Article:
Condensed Answer: A full-suspension bike is not an optimal machine for jumping because it takes more effort to control the bike and get the rear end high in the air.
For that reason, most jump bikes are either fully rigid or have only a suspension fork. That said, a full-suspension bike can still be used for jumping with decent results if one practices sufficiently.
The Downsides of Using a Full-suspension Bike For Jumps
- Flexible Rear
The rear-shock of full-suspension bikes makes the rear of the bike “independent”. As a result, it takes more effort to control it before and during a jump.
If the lip of the jump is close to vertical, the rear shock will compress right before the jump, decompress afterward and send the rider in an unpredictable direction.
Full-suspension bikes are heavier than both dirt jumpers and regular hardtails. The heavier the bike, the more difficult it becomes to jump with it and control it.
Below is a table comparing the weight of dirt jumpers and full-suspension bikes:
|DMR Sect||11.5kg||Mondraker Summum||16.8kg|
|Scott Voltage YZ 0.1||12.8kg||YT Industries Tues 29||15.4kg|
|Marin Alcatraz||9.8kg||Commencal Supreme DH||17.1kg|
|Commencal Absolut Dirt||11kg||Canyon Sender CFR||15.8kg|
|NS Bikes Metropolis 3||13.9kg||Scott Gambler 900 Tuned||15.6kg|
|Canyon Stitched 720 Pro||12.05kg||Yeti – SB 165||14.67kg|
Conclusion: On average, full-suspension bikes are 4.1kg/9lbs heavier than dedicated dirt jump bikes. In the world of cycling, this is a substantial difference.
The extra weight of full-suspension bikes comes from the rear shock, the suspension, the front brake, the larger frame, the derailleur and the cassette.
Full-suspension bikes accelerate slowly and are difficult to “pump”. Thus, one is very likely to lose speed in-between jumps. The lack of acceleration makes it close to impossible to ride on diverse tracks.
- Large Tires
Modern full-suspension bikes come with either 27.5″ or 29″ wheels whereas dedicated dirt jumpers have 24″ or 26″ wheels.
The bigger wheels on full-suspension bikes reduce the bike maneuverability and make it more difficult to accelerate (get the bike up to speed).
- Overly squishy suspension
The suspension of full-suspension bikes is designed to be more responsive in order to handle small obstacles and irregularities on the road. However, the extra squishiness makes the bike less responsive, slow and needlessly bouncy. This issue can be mitigated to a degree by making the suspension firmer via its settings.
- Super Slack HeadTube Angle
The head tube angle is the angle formed between the head tube of the bike and the ground.
Modern mountain bikes have a slacker headtube angle which makes the bike more stable at speed but hurts its maneuverability.
For that reason, dedicated dirt jumpers have a steeper headtube angle.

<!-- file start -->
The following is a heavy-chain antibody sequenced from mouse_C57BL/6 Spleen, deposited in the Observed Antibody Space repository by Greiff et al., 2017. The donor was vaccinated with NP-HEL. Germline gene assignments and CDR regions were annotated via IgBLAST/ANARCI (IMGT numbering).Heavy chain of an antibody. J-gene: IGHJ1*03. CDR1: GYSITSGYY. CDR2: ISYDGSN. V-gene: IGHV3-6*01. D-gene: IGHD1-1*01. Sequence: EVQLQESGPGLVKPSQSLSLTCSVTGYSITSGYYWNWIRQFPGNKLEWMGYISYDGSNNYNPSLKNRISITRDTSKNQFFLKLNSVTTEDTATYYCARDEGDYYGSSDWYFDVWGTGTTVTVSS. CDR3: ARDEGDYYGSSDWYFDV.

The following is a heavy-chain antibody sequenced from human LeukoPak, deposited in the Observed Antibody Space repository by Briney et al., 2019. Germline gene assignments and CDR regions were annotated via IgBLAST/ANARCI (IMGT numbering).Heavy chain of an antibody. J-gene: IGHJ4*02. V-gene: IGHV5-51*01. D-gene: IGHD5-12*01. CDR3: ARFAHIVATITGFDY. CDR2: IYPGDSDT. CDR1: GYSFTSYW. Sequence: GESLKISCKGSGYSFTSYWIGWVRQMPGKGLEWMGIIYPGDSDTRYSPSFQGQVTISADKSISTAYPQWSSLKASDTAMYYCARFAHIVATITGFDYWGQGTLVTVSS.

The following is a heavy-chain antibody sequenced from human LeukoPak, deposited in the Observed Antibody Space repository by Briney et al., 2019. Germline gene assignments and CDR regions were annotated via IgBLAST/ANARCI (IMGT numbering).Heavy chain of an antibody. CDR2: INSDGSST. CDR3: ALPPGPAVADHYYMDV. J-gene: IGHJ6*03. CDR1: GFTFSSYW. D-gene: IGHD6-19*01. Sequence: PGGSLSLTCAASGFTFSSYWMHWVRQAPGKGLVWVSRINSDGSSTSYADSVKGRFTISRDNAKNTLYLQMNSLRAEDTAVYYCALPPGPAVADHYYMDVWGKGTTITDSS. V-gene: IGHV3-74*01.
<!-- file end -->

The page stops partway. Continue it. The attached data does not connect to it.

The next table compares the headtube angles of dirt jumpers and downhill bikes:
|Dirt Jumpers||HTA||Downhill Bikes||HTA|
|DMR Sect||69°||Mondraker Summum||63.5°|
|Scott Voltage YZ 0.1||68.5°||YT Industries Tues 29||63.5°|
|Marin Alcatraz||69°||Commencal Supreme DH||63.5°|
|Commencal Absolut Dirt||69°||Canyon Sender CFR||63°|
|Santa Cruz Jackal||68.7°||Scott Gambler 900 Tuned||62°|
|Canyon Stitched 720 Pro||69°||Yeti – SB 165||63.5°|
Conclusion: Full-suspension bikes have a notably slacker head tube angle than a dedicated dirt jump bike. This makes the performance of technical tricks more difficult.
- Longer Chainstays
Another difference between dirt jumpers and full-suspension bikes is the length of the chainstays. The chainstays of dirt jumpers are notably shorter than those of regular MTBs. This makes it easier to lift the front and rear wheel.
The next table compares the chainstay length of dirt jumpers and full-suspension bikes:
|Dirt Jumpers||Chainstay Length||Downhill bike||Chainstay Length|
|DMR Sect||390mm||Mondraker Summum||445-460mm|
|Scott Voltage YZ 0.1||380mm||YT Industries Tues 29||440mm|
|Marin Alcatraz||395mm||Commencal Supreme DH||439mm|
|Commencal Absolut Dirt||390mm||Canyon Sender CFR||435-445mm|
|Santa Cruz Jackal||387.4mm||Scott Gambler 900 Tuned||435-450mm|
|Canyon Stitched 720 Pro||397mm||Yeti – SB 165||433mm|
Conclusion: The chainstays of full-suspension bikes are notably longer than those of dedicated dirt jumpers. As a result, it’s more difficult to lift the front and rear wheel of full-suspension bikes during jumps.
The Benefits of Using a Full-suspension Bike For Jumps
- More Forgiving Landings
The main benefit of full-suspension bikes is that they’re more forgiving when riding on diverse terrain and landing.
The rear shock compresses upon meeting an irregularity and keeps the rear wheel planted. Conversely, the rear ends of rigid bikes bounce around since there’s nothing beside the tire to absorb a hit.
Having said that, this benefit of full-suspension bikes isn’t enough to negate all the negatives.
Hence why dedicated jump bikes will continue to come in a hardtail format.
Summary: What You Need To Know
Full-suspension MTBs are not optimal for jumps because:
- The rear suspension could push the bike in an unpredictable direction when jumping.
- Full-suspension bikes are notably heavier than hardtails and dirt jumpers.
- Full-suspension bikes have longer chainstays which make it more difficult to lift the front and rear wheel.
- The head tube angle of full-suspension bikes is slack and hurts maneuverability.
- Full-suspension bikes accelerate slowly and make it more difficult to hit a series of jumps with sufficient speed.
- The wheels of full suspension bikes are larger than the 26″ models that we find on dirt jumpers. This hurts the bike’s acceleration and maneuverability.
A full-suspension bike may be imperfect for jumps, but it can still be used for that task if one is sensible and aware of the bike’s limitations. That said, nothing beats a dirt jumper for jumping.